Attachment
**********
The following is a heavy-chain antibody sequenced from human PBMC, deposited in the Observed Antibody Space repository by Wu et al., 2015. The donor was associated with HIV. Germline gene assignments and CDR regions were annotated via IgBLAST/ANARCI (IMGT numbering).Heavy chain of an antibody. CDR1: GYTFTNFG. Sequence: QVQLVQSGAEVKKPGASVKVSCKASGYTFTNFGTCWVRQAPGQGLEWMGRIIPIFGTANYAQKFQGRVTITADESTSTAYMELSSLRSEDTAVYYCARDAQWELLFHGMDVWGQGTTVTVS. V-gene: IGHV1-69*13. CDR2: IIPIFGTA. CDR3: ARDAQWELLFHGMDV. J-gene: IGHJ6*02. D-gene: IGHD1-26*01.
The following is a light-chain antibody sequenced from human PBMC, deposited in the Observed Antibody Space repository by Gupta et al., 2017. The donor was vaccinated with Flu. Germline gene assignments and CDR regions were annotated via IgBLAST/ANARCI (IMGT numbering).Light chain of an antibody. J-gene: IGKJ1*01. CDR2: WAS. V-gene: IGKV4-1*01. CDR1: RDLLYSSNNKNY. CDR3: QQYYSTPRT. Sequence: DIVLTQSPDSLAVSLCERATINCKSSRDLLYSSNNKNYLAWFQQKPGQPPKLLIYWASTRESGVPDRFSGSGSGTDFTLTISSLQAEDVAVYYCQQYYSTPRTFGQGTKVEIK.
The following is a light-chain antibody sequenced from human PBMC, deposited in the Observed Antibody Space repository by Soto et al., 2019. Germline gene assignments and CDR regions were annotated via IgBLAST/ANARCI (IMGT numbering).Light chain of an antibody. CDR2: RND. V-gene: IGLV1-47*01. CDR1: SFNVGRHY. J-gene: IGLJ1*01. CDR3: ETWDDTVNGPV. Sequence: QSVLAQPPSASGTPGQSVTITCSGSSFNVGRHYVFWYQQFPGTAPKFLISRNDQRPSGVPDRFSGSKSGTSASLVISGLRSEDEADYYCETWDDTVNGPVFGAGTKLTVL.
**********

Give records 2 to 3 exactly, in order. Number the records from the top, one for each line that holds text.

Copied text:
The following is a light-chain antibody sequenced from human PBMC, deposited in the Observed Antibody Space repository by Gupta et al., 2017. The donor was vaccinated with Flu. Germline gene assignments and CDR regions were annotated via IgBLAST/ANARCI (IMGT numbering).Light chain of an antibody. J-gene: IGKJ1*01. CDR2: WAS. V-gene: IGKV4-1*01. CDR1: RDLLYSSNNKNY. CDR3: QQYYSTPRT. Sequence: DIVLTQSPDSLAVSLCERATINCKSSRDLLYSSNNKNYLAWFQQKPGQPPKLLIYWASTRESGVPDRFSGSGSGTDFTLTISSLQAEDVAVYYCQQYYSTPRTFGQGTKVEIK.
The following is a light-chain antibody sequenced from human PBMC, deposited in the Observed Antibody Space repository by Soto et al., 2019. Germline gene assignments and CDR regions were annotated via IgBLAST/ANARCI (IMGT numbering).Light chain of an antibody. CDR2: RND. V-gene: IGLV1-47*01. CDR1: SFNVGRHY. J-gene: IGLJ1*01. CDR3: ETWDDTVNGPV. Sequence: QSVLAQPPSASGTPGQSVTITCSGSSFNVGRHYVFWYQQFPGTAPKFLISRNDQRPSGVPDRFSGSKSGTSASLVISGLRSEDEADYYCETWDDTVNGPVFGAGTKLTVL.